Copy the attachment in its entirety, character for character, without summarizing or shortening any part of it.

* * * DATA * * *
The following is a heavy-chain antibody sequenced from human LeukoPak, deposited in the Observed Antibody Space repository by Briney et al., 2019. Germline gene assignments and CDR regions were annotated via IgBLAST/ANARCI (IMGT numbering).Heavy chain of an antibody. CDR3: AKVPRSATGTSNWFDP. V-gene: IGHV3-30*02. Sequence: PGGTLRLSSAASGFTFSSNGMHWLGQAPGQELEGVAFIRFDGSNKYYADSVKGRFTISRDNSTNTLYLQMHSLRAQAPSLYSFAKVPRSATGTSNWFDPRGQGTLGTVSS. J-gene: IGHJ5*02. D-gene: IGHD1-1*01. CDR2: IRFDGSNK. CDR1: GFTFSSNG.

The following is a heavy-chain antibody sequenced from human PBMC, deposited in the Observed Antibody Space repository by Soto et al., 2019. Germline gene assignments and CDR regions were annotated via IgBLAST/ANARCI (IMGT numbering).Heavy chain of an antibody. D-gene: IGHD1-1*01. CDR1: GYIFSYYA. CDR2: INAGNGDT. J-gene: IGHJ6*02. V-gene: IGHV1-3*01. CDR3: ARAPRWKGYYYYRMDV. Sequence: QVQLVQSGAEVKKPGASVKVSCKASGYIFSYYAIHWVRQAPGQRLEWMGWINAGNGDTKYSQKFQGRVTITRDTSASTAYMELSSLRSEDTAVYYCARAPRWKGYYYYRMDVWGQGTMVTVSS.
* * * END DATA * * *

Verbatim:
The following is a heavy-chain antibody sequenced from human LeukoPak, deposited in the Observed Antibody Space repository by Briney et al., 2019. Germline gene assignments and CDR regions were annotated via IgBLAST/ANARCI (IMGT numbering).Heavy chain of an antibody. CDR3: AKVPRSATGTSNWFDP. V-gene: IGHV3-30*02. Sequence: PGGTLRLSSAASGFTFSSNGMHWLGQAPGQELEGVAFIRFDGSNKYYADSVKGRFTISRDNSTNTLYLQMHSLRAQAPSLYSFAKVPRSATGTSNWFDPRGQGTLGTVSS. J-gene: IGHJ5*02. D-gene: IGHD1-1*01. CDR2: IRFDGSNK. CDR1: GFTFSSNG.

The following is a heavy-chain antibody sequenced from human PBMC, deposited in the Observed Antibody Space repository by Soto et al., 2019. Germline gene assignments and CDR regions were annotated via IgBLAST/ANARCI (IMGT numbering).Heavy chain of an antibody. D-gene: IGHD1-1*01. CDR1: GYIFSYYA. CDR2: INAGNGDT. J-gene: IGHJ6*02. V-gene: IGHV1-3*01. CDR3: ARAPRWKGYYYYRMDV. Sequence: QVQLVQSGAEVKKPGASVKVSCKASGYIFSYYAIHWVRQAPGQRLEWMGWINAGNGDTKYSQKFQGRVTITRDTSASTAYMELSSLRSEDTAVYYCARAPRWKGYYYYRMDVWGQGTMVTVSS.